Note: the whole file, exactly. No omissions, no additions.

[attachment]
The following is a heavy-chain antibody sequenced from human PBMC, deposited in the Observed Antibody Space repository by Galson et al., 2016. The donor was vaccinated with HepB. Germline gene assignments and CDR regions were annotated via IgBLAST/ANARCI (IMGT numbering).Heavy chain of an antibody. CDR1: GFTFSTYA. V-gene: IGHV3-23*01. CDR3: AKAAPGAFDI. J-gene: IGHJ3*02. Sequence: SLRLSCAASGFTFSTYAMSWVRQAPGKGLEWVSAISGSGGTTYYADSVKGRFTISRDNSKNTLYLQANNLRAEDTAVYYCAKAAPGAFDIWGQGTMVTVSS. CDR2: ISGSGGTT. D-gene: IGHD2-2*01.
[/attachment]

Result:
The following is a heavy-chain antibody sequenced from human PBMC, deposited in the Observed Antibody Space repository by Galson et al., 2016. The donor was vaccinated with HepB. Germline gene assignments and CDR regions were annotated via IgBLAST/ANARCI (IMGT numbering).Heavy chain of an antibody. CDR1: GFTFSTYA. V-gene: IGHV3-23*01. CDR3: AKAAPGAFDI. J-gene: IGHJ3*02. Sequence: SLRLSCAASGFTFSTYAMSWVRQAPGKGLEWVSAISGSGGTTYYADSVKGRFTISRDNSKNTLYLQANNLRAEDTAVYYCAKAAPGAFDIWGQGTMVTVSS. CDR2: ISGSGGTT. D-gene: IGHD2-2*01.